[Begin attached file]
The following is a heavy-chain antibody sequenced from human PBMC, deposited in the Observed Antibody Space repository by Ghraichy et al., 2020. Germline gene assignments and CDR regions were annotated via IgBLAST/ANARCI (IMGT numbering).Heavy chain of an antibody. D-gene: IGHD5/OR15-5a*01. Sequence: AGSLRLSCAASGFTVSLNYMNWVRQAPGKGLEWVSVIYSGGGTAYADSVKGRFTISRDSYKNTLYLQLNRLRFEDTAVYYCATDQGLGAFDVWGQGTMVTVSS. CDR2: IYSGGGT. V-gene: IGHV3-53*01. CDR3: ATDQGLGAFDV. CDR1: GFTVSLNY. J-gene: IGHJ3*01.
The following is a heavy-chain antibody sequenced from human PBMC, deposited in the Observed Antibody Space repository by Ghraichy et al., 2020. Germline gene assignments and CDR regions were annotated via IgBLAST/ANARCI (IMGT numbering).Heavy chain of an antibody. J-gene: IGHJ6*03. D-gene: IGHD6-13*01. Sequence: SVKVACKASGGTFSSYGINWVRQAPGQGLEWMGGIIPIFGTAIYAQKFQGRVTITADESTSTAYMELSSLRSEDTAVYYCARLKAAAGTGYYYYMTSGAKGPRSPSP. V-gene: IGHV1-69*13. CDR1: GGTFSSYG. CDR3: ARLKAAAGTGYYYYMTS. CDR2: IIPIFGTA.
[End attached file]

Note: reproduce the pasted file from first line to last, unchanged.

The following is a heavy-chain antibody sequenced from human PBMC, deposited in the Observed Antibody Space repository by Ghraichy et al., 2020. Germline gene assignments and CDR regions were annotated via IgBLAST/ANARCI (IMGT numbering).Heavy chain of an antibody. D-gene: IGHD5/OR15-5a*01. Sequence: AGSLRLSCAASGFTVSLNYMNWVRQAPGKGLEWVSVIYSGGGTAYADSVKGRFTISRDSYKNTLYLQLNRLRFEDTAVYYCATDQGLGAFDVWGQGTMVTVSS. CDR2: IYSGGGT. V-gene: IGHV3-53*01. CDR3: ATDQGLGAFDV. CDR1: GFTVSLNY. J-gene: IGHJ3*01.
The following is a heavy-chain antibody sequenced from human PBMC, deposited in the Observed Antibody Space repository by Ghraichy et al., 2020. Germline gene assignments and CDR regions were annotated via IgBLAST/ANARCI (IMGT numbering).Heavy chain of an antibody. J-gene: IGHJ6*03. D-gene: IGHD6-13*01. Sequence: SVKVACKASGGTFSSYGINWVRQAPGQGLEWMGGIIPIFGTAIYAQKFQGRVTITADESTSTAYMELSSLRSEDTAVYYCARLKAAAGTGYYYYMTSGAKGPRSPSP. V-gene: IGHV1-69*13. CDR1: GGTFSSYG. CDR3: ARLKAAAGTGYYYYMTS. CDR2: IIPIFGTA.